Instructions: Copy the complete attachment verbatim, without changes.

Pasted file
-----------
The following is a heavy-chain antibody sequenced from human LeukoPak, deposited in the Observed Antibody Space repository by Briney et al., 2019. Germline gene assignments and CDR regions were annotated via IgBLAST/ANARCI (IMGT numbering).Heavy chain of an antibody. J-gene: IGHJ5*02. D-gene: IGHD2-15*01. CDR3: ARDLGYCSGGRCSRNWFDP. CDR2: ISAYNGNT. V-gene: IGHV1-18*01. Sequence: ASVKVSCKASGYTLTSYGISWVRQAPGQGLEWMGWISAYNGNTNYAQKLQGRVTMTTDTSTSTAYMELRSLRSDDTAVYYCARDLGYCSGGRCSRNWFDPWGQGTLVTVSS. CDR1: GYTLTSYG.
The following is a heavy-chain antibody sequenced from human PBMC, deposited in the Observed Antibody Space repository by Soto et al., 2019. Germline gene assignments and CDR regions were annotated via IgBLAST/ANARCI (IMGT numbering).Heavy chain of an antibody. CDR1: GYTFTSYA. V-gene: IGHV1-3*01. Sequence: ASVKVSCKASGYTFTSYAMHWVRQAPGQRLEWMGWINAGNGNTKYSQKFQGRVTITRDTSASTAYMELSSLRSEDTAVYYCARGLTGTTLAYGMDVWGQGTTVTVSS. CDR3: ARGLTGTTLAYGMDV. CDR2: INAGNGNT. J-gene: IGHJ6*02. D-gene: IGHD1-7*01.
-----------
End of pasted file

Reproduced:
The following is a heavy-chain antibody sequenced from human LeukoPak, deposited in the Observed Antibody Space repository by Briney et al., 2019. Germline gene assignments and CDR regions were annotated via IgBLAST/ANARCI (IMGT numbering).Heavy chain of an antibody. J-gene: IGHJ5*02. D-gene: IGHD2-15*01. CDR3: ARDLGYCSGGRCSRNWFDP. CDR2: ISAYNGNT. V-gene: IGHV1-18*01. Sequence: ASVKVSCKASGYTLTSYGISWVRQAPGQGLEWMGWISAYNGNTNYAQKLQGRVTMTTDTSTSTAYMELRSLRSDDTAVYYCARDLGYCSGGRCSRNWFDPWGQGTLVTVSS. CDR1: GYTLTSYG.
The following is a heavy-chain antibody sequenced from human PBMC, deposited in the Observed Antibody Space repository by Soto et al., 2019. Germline gene assignments and CDR regions were annotated via IgBLAST/ANARCI (IMGT numbering).Heavy chain of an antibody. CDR1: GYTFTSYA. V-gene: IGHV1-3*01. Sequence: ASVKVSCKASGYTFTSYAMHWVRQAPGQRLEWMGWINAGNGNTKYSQKFQGRVTITRDTSASTAYMELSSLRSEDTAVYYCARGLTGTTLAYGMDVWGQGTTVTVSS. CDR3: ARGLTGTTLAYGMDV. CDR2: INAGNGNT. J-gene: IGHJ6*02. D-gene: IGHD1-7*01.